E-commerce is also complicated by the fact that it often involves instant online transactions where your business may be selling or buying to or from a 3rd party based anywhere in the world. Different laws can apply depending upon where the transaction takes place and it may be that you need to comply with laws of more than 1 country.
Due to the speed of doing business online, it is imperative that you have a good understanding of what laws may apply and take practical steps to protect your interests and to ensure that there is some form of contract to protect you, which is to your advantage, or at least, which is not highly unfavourable.
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With the rapid expansion and development of the Internet, the way customers shop and commercial law operates has changed. More and more business is done online with the use of the World Wide Web. In fact, some companies’ sole existence is as an online business.
Electronic commerce or e-commerce means buying or selling products by electronic means such as the use of the Internet. There are a range of online shops, which only exist on an Internet platform; others treat the Internet as a medium which facilitates trading. E-commerce includes the exchange of data necessary to make a purchase or place an order such as names, addresses and bank or credit card details of both the supplier and the consumer.
Distance selling can save costs (there is no need to pay rent or mortgage on a shop premises). Some businesses operate telemarketing with orders placed by a phone, e-mail or post as well as from a catalogue with the business’ offer. Distance selling is not the same as online selling where the process of sale happens online.
Who do they apply to?
The regulations apply to every business which offers Internet marketing within the UK or European Economic Area (EEA), which means it is nearly every commercial website. Such businesses must comply with the E-Commerce Regulations, regardless of whom it sells its products or services to (individuals or other businesses). If a business sells goods or services on the Internet, by email or text message, it has to comply with the regulations.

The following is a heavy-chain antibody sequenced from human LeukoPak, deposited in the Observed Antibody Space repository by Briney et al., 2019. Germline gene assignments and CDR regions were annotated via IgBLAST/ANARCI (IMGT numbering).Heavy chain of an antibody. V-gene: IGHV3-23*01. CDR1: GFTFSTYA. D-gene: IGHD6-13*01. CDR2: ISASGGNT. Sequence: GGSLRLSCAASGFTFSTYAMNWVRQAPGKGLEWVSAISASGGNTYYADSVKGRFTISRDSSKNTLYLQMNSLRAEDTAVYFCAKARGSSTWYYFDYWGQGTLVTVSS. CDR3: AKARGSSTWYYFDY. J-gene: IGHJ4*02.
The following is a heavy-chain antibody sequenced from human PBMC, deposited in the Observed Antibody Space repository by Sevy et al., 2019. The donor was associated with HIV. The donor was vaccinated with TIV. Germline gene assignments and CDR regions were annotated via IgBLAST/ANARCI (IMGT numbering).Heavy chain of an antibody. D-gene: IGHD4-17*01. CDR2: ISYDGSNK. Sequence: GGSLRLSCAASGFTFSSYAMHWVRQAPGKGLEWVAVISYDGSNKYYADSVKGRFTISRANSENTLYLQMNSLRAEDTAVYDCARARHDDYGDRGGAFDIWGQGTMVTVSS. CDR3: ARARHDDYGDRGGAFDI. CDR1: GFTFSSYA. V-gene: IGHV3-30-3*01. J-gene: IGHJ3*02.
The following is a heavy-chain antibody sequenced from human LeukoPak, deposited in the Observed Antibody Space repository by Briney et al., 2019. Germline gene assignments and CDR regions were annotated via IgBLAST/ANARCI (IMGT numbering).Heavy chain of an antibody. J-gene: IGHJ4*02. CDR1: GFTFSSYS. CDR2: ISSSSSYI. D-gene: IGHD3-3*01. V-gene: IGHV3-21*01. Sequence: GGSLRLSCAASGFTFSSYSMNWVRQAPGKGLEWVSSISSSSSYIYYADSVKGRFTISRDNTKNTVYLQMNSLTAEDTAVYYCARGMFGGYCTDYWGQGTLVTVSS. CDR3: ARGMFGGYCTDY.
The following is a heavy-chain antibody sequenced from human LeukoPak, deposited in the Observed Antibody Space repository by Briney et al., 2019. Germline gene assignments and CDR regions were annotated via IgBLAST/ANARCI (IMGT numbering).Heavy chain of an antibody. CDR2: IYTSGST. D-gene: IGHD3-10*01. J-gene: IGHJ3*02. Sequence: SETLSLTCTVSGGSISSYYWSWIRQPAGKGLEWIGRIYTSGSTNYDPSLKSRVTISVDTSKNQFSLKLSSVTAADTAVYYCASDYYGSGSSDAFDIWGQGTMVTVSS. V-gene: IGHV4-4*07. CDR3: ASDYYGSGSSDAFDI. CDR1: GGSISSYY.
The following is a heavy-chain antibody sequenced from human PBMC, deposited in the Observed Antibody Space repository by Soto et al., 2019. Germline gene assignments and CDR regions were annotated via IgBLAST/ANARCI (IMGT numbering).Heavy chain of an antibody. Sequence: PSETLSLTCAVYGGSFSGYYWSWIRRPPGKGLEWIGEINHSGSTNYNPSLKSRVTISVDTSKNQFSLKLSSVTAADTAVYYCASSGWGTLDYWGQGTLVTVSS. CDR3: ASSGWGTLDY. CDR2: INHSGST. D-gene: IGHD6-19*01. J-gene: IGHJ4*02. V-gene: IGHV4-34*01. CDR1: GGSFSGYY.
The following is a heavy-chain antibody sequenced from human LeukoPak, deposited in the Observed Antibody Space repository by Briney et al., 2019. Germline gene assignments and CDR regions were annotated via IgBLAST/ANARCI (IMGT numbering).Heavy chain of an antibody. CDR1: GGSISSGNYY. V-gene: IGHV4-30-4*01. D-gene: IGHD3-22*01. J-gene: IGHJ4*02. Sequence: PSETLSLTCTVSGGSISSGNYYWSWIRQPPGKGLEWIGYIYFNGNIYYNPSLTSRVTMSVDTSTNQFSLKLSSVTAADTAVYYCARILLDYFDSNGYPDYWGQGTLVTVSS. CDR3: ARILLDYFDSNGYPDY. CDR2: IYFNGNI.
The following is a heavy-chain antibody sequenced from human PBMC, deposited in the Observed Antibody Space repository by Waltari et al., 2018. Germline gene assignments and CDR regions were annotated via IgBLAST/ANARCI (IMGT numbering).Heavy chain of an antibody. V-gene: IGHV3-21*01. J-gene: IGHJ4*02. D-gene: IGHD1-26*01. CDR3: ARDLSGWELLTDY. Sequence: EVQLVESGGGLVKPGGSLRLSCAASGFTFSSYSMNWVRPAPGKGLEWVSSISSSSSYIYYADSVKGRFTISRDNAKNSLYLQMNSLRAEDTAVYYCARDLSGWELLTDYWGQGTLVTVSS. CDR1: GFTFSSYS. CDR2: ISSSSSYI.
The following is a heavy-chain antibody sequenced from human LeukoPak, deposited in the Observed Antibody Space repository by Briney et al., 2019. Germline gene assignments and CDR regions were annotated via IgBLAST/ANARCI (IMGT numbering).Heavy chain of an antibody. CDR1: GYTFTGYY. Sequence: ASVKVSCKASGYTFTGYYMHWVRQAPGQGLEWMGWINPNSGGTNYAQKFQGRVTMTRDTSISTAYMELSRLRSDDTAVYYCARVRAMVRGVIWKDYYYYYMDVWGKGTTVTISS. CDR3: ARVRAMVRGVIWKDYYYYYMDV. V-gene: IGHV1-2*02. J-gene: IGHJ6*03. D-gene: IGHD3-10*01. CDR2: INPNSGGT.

The e-commerce regulations only apply to the laws passed from the 30 July 2002. The regulations do not apply to tax, gambling or lottery and do not affect data protection laws. Direct marketing over a phone or fax are not covered by the regulations.
The regulations aim to ensure transparency in online transactions. The seller needs to provide the consumer with necessary information such as terms and conditions and fine print as well as give them the right to cancel their order within a specified time.
The following minimum information must be provided to the consumer and be easily accessible:
Under the e-commerce regulations an online seller must allow the consumers to correct any errors whilst placing an order (such choosing the wrong quantity or product or inputting an incorrect delivery address) before their order is complete (normally before it is dispatched).
The seller must give the consumer notice that their order has been received. It usually takes the form of an automated message: ‘Thank you for placing your order’ or ‘your order has been received’.
The seller needs to provide the consumer with terms and conditions of the sale on their website and it is advisable that you are familiar with them in terms of delivery and payment methods, returns and refunds before placing your order.
As with many aspects of the internet, it move so fast, and is so difficult to regulate, that many online sellers are not even aware of the regulations, and others simply ignore them. Do so at your peril, the law will eventually catch up and aside from anything else, a reputation for not being trustworthy or complying with the law can spread virally on the internet very fast.